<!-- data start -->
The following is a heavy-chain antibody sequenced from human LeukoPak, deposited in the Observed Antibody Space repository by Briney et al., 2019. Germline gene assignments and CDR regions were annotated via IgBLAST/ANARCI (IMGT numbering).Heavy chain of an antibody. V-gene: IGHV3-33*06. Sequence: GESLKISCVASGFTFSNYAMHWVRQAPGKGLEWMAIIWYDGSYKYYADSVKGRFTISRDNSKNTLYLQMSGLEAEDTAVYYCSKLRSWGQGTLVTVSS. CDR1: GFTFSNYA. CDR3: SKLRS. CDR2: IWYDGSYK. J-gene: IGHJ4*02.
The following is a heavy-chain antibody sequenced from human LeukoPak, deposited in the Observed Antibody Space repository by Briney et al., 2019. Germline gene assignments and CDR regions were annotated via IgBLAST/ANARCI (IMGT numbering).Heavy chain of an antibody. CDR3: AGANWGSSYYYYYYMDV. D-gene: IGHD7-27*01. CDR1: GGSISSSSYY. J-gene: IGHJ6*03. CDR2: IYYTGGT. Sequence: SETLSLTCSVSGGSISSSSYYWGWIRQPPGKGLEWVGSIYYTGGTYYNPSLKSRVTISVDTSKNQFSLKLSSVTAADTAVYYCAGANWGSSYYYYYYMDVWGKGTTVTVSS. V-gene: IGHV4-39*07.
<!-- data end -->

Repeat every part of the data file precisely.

The following is a heavy-chain antibody sequenced from human LeukoPak, deposited in the Observed Antibody Space repository by Briney et al., 2019. Germline gene assignments and CDR regions were annotated via IgBLAST/ANARCI (IMGT numbering).Heavy chain of an antibody. V-gene: IGHV3-33*06. Sequence: GESLKISCVASGFTFSNYAMHWVRQAPGKGLEWMAIIWYDGSYKYYADSVKGRFTISRDNSKNTLYLQMSGLEAEDTAVYYCSKLRSWGQGTLVTVSS. CDR1: GFTFSNYA. CDR3: SKLRS. CDR2: IWYDGSYK. J-gene: IGHJ4*02.
The following is a heavy-chain antibody sequenced from human LeukoPak, deposited in the Observed Antibody Space repository by Briney et al., 2019. Germline gene assignments and CDR regions were annotated via IgBLAST/ANARCI (IMGT numbering).Heavy chain of an antibody. CDR3: AGANWGSSYYYYYYMDV. D-gene: IGHD7-27*01. CDR1: GGSISSSSYY. J-gene: IGHJ6*03. CDR2: IYYTGGT. Sequence: SETLSLTCSVSGGSISSSSYYWGWIRQPPGKGLEWVGSIYYTGGTYYNPSLKSRVTISVDTSKNQFSLKLSSVTAADTAVYYCAGANWGSSYYYYYYMDVWGKGTTVTVSS. V-gene: IGHV4-39*07.